3 (or maybe 4, I can't remember) cups dried coconut, the large flakes
1/4 cup honey (warmed, if necessary)
1/8 cup oil (something mild-tasting; I used safflower)
2 tsp. cinnamon
1 tsp vanilla
1 cup dried fruit pieces (I cut up apricots, apples, dates and then tossed in some raisins and cranberries too)
A bit of coconut flour (optional, but I used it to toss the cut dried fruit pieces in so they didn't stick to each other and clump up in the granola)
Mix everything but the fruit and coconut together, spread it out on a cookie sheet and bake it at 350 for at least fifteen minutes. Mix in the coconut and give it another five minutes, but keep an eye on it and stir it every few minutes as it browns quickly. Finally, toss it with the dried fruit and then pour yourself a big bowl and enjoy! We think it's soooo yummy; let me know if you try it and love it too!
I am REALLY craving these! We've been so good sticking to our GAPS diet, even on a road trip to Oregon last weekend (lots of fruit, veggie sticks and nuts!). But if chocolate were allowed I'm pretty sure I could figure out a way to adapt this. I already adapted it to be relatively healthy, so if I can't enjoy it right now, I'll at least share the love so some of you can:)
1 1/4 cup whole wheat flour (pastry flour if you have it)
1/2 cup almonds
1/4 cup cane sugar or rapadura
1/2 tsp. salt
4 TBSP cold butter, cut into pieces
2 TBSP canola or safflower oil
1 TBSP ice water
Process the dry ingredients in a food processor until the nuts are finely ground. Add butter, one piece at a time to just barely incorporate, then add oil and water until just incorporated. Press into a 9x9 pan. It'll be crumbly, but just work with it.
1 cup chopped walnuts
Chocolate chips to taste (I sprinkled a nice layer in)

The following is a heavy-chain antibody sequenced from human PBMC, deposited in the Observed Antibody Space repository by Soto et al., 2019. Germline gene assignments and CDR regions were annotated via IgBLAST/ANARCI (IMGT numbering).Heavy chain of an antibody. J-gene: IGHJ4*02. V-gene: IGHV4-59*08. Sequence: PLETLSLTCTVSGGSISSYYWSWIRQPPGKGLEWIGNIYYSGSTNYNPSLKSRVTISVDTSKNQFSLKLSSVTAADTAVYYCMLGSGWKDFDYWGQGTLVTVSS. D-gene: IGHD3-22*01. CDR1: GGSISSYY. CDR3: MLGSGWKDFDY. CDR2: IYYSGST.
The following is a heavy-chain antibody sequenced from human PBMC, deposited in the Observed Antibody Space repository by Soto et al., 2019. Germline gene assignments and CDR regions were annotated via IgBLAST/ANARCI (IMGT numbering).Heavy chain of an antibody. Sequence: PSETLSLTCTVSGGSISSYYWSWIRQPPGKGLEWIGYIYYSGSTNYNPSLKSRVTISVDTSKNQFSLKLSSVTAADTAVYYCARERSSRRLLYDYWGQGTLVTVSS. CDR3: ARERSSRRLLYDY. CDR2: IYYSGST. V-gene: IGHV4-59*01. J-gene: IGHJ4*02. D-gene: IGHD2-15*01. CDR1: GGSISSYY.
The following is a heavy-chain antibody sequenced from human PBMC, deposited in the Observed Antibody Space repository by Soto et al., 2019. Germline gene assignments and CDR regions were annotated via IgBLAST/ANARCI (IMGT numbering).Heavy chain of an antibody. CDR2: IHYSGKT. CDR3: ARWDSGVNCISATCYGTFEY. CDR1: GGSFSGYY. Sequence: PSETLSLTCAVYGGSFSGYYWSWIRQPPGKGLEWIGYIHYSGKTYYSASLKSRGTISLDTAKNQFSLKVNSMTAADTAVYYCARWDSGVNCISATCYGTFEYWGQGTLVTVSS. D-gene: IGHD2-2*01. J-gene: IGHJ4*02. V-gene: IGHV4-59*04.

At least a cup unsweetened, dried coconut
1 can coconut milk, melted in a pan with 2 TBSP cane sugar
Layer in the ingredients, drizzling the coconut milk over the top last. Bake in the oven at 350 for 20-25 minutes. You could get creative and add additional ingredients, I think; craisins? date bits? slivered almonds? Granola? Enjoy and think of me as you indulge:)
I almost forgot to share these little pre-GAPS gems I recently made. Yep, pita pockets; turns out they're not so hard either! First the English muffins, and now pita bread. It's as if this whole bread conspiracy has come crumbling down! I seriously thought these would be so hard to make, like there was some secret trick to it. But not so! There was hardly any hands on time involved, though there was a lot of rising and letting sit. Even as I slid them into the 500 degree oven I had my doubts. There was a rather loud and skeptical portion of my mind that fully anticipated hard pancakes emerging from the oven. But, like magic they puffed up like fat little balloons!
Pita bread is such a nice change from regular old sandwich bread. (Of course, any bread would be nice right about now...) This one I filled with tzatziki, cucumbers, sprouts and a little farmer's cheese. I usually add tomatoes too, but this one got a bit too full:) We're fully anticipating working soaked grains into our diet after awhile (6 mos.? A year...?), so until then little pita pockets...